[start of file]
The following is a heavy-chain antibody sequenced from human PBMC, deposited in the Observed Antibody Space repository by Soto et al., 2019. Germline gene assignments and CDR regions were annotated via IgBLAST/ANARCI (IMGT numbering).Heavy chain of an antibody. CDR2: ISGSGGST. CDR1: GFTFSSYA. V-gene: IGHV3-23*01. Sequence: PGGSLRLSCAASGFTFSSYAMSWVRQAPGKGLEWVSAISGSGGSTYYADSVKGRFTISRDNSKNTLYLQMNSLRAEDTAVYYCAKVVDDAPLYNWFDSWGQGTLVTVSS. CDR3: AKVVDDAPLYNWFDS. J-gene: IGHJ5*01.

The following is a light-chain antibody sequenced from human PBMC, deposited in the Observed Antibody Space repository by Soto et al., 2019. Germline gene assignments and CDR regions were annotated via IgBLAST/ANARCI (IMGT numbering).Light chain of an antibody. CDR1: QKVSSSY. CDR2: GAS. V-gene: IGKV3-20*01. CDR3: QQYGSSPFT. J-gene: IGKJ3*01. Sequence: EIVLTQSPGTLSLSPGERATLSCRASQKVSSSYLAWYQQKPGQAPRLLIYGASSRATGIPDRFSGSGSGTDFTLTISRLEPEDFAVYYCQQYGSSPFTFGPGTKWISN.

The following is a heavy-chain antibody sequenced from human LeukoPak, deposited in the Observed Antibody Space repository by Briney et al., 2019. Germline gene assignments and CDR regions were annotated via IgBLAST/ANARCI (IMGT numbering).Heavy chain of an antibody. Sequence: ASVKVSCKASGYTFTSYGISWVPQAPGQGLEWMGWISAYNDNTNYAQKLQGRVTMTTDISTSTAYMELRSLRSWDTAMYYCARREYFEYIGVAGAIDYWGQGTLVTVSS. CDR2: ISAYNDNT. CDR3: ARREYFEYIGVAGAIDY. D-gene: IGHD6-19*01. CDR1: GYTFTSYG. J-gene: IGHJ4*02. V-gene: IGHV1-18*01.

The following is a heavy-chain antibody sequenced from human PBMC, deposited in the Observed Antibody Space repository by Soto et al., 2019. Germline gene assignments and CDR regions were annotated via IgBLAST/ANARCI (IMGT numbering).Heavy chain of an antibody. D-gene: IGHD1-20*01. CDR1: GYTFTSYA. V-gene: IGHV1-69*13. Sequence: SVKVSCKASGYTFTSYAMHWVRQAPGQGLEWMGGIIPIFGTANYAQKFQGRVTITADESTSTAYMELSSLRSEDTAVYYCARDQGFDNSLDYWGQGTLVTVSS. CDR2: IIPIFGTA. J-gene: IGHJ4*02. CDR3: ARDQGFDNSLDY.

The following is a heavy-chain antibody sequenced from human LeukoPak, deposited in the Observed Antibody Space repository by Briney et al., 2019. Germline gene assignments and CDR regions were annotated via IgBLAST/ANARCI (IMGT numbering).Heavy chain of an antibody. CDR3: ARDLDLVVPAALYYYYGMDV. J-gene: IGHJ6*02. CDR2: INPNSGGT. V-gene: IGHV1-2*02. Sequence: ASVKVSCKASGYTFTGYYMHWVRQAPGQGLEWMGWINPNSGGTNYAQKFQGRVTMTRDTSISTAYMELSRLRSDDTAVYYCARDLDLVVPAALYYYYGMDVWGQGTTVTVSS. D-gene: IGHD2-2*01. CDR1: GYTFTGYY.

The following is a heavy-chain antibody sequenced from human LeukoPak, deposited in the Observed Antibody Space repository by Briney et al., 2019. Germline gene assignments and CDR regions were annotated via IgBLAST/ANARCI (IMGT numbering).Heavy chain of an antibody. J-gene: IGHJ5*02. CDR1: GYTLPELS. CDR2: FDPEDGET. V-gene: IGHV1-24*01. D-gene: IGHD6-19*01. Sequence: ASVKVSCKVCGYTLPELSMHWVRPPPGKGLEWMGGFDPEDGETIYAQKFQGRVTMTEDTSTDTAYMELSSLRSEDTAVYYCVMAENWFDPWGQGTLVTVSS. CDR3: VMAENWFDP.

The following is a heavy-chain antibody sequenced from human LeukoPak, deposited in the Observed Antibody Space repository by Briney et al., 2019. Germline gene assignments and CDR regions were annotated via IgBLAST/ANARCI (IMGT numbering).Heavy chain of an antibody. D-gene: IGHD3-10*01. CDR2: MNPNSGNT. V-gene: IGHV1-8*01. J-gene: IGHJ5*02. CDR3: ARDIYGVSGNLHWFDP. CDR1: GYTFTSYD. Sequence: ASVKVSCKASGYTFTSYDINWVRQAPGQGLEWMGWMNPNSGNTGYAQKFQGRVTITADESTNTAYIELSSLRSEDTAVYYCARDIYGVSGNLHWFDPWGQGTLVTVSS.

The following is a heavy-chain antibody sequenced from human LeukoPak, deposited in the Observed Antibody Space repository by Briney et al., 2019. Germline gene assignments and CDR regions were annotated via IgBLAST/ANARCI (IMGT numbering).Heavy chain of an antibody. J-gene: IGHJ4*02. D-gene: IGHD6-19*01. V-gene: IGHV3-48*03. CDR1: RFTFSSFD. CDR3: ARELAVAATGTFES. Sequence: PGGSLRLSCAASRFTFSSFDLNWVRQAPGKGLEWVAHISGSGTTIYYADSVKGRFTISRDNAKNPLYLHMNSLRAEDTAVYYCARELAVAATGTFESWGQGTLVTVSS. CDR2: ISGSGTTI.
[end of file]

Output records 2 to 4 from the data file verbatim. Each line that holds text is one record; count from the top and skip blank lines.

The following is a light-chain antibody sequenced from human PBMC, deposited in the Observed Antibody Space repository by Soto et al., 2019. Germline gene assignments and CDR regions were annotated via IgBLAST/ANARCI (IMGT numbering).Light chain of an antibody. CDR1: QKVSSSY. CDR2: GAS. V-gene: IGKV3-20*01. CDR3: QQYGSSPFT. J-gene: IGKJ3*01. Sequence: EIVLTQSPGTLSLSPGERATLSCRASQKVSSSYLAWYQQKPGQAPRLLIYGASSRATGIPDRFSGSGSGTDFTLTISRLEPEDFAVYYCQQYGSSPFTFGPGTKWISN.

The following is a heavy-chain antibody sequenced from human LeukoPak, deposited in the Observed Antibody Space repository by Briney et al., 2019. Germline gene assignments and CDR regions were annotated via IgBLAST/ANARCI (IMGT numbering).Heavy chain of an antibody. Sequence: ASVKVSCKASGYTFTSYGISWVPQAPGQGLEWMGWISAYNDNTNYAQKLQGRVTMTTDISTSTAYMELRSLRSWDTAMYYCARREYFEYIGVAGAIDYWGQGTLVTVSS. CDR2: ISAYNDNT. CDR3: ARREYFEYIGVAGAIDY. D-gene: IGHD6-19*01. CDR1: GYTFTSYG. J-gene: IGHJ4*02. V-gene: IGHV1-18*01.

The following is a heavy-chain antibody sequenced from human PBMC, deposited in the Observed Antibody Space repository by Soto et al., 2019. Germline gene assignments and CDR regions were annotated via IgBLAST/ANARCI (IMGT numbering).Heavy chain of an antibody. D-gene: IGHD1-20*01. CDR1: GYTFTSYA. V-gene: IGHV1-69*13. Sequence: SVKVSCKASGYTFTSYAMHWVRQAPGQGLEWMGGIIPIFGTANYAQKFQGRVTITADESTSTAYMELSSLRSEDTAVYYCARDQGFDNSLDYWGQGTLVTVSS. CDR2: IIPIFGTA. J-gene: IGHJ4*02. CDR3: ARDQGFDNSLDY.